"Have you evaluated..." (competitor, technology, approach, hack)? What was your conclusion?"This can tell you how actively they are seeking a solution, what evaluation criteria they used, and how they made their decision.
"Why?"Ask "Why?" anytime a customer gives you a declarative answer. "We only purchase left handed smoke shifters." "We standardized on IBM." "We won't evaluate magnetic sensors."


Step 2: Test Your Concept or Approach

You are probably dying to tell the customer all about your brilliant idea at this point, but hold on just a while longer. Next you want to test your solution concept. This is the approach you have taken to solve the problem. For example, if you propose to offer company credit cards to reduce the complexity of purchasing, ask, “How would it impact your purchasing complexity and backlog if every manager had a credit card with pre-set purchasing limits and approved vendors?” This allows the customer to comment on the concept, rather than critiquing individual features.

Here are more examples that explore the concept instead of the feature:

  • “How would it change things if you could eliminate the first few steps and start here instead?”
  • “Where should that data come from?” “What’s the best way to access that data?” “Why aren’t you using this data?”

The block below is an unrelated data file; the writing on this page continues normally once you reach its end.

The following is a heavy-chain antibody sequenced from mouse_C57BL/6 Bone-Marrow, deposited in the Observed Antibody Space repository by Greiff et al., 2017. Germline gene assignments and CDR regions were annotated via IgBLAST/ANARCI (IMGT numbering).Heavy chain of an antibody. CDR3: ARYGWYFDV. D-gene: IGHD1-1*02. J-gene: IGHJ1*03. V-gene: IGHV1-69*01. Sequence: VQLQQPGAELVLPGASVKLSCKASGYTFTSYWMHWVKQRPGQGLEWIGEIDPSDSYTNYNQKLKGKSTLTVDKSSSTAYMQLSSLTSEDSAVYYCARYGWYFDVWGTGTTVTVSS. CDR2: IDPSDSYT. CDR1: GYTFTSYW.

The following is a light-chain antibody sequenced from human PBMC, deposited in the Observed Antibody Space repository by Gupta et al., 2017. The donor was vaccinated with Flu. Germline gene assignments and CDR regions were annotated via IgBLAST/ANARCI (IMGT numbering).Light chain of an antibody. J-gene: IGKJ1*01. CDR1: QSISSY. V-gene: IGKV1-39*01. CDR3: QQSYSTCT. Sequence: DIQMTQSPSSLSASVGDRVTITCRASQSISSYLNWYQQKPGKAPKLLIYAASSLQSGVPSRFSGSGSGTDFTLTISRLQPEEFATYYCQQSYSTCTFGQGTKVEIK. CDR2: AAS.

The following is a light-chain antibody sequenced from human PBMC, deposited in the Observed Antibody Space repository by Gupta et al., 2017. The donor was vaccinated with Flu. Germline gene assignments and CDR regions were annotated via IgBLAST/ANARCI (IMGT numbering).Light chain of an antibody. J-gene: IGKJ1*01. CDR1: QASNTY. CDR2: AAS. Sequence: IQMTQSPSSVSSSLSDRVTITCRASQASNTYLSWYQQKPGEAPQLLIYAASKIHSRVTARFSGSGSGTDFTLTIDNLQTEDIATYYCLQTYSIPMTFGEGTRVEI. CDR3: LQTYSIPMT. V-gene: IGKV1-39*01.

• “How would it impact your process if we could connect A to B?”
  • “Of all the issues you’ve described today, which one is your highest priority to solve? Can that be solved alone, or solved before the others?” (to rank priorities)

If you skip this step, you won’t know whether your most basic assumptions are correct, or how to create your MVP.


Step 3: Super Short Presentation of Your Idea

Why super short? Because you want to get their instantaneous reactions to the most important parts of your solution. Just show that the top-level solution diagram, taking no more than 1-2 minutes, then pause to get their first reactions. “Just to get your first reaction, how well does that address your problem?”

Once you are satisfied you understand that first feedback, spend as much time as they want exploring the rest of your ideas, and ask for even more feedback. You don’t have to hold back any more!


Step 4: What Did We Miss?

After you’ve discussed every possible problem and feature and explored their answers, ask one last question. 

“What did we miss? Have we ignored something important?”

You will be surprised how often this reveals something useful, and sometimes revolutionary.


Questions to Avoid

If you find yourself asking any of these questions, stop. These waste everybody’s time.

  • Do you like our cool product?
  • Should we add this cool feature?
  • On a scale of 1 to 10…
  • What do you think, Mom?

Exercise: Validate Your Napkin Sketch

The steps above describe what to do. Test your napkin sketch or block diagram or solution statement with your first customer prospect. What did you learn? 

Step 1: Did they recognize the pain you are trying to solve? Did they become more aware of the problem during the conversation? How serious is their pain?

Step 2: How did they respond to your concept or approach? Do you want to change anything about your approach, or the way you describe it? 

Step 3: What was their instantaneous reaction when you presented your idea? 

Step 4: What did they suggest? Will you act on that immediately, file it for future reference, or ignore it?